Is Another World Possible, Is Another Classroom Possible? Radical Pedagogy, Activism, and Social Change
Playing off the World Social Forum’s motto, “another world is possible,” this article examines some of the challenges associated with “teaching for social justice” or creating “another classroom” based on a class entitled “Racism in American History.” This class initially explored the historical and contemporary manifestations of racism in the United States from 1492 until the present, but it eventually transgressed those boundaries. The course material–books, discussion topics, films, music, and role-playing exercises–sparked emotional responses from the students and instructor. As the class progressed, group solidarity and cohesion slowly emerged, generating a shift from merely studying racism to actively working against it. This article examines this transformation and discusses how the course became “another classroom.” It also explores the short and long-term impact it had on the students and instructor and concludes with some reflections on teaching, activism, and “burn-out.”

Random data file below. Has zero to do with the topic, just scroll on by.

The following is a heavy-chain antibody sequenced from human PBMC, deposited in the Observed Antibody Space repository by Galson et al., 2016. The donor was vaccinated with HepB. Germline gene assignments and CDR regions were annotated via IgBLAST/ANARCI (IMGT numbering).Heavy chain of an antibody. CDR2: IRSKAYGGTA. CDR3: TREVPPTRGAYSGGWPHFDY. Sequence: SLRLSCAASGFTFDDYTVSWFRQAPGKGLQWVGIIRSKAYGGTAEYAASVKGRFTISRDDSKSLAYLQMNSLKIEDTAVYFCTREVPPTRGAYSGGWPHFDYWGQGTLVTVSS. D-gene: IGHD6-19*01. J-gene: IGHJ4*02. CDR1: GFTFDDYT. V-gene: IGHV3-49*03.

radical pedagogy, social justice, global justice movement, World Social Forum, activism, racism, antiracism
Citation: Social Justice Vol. 32, No. 2 (2005): 34-51.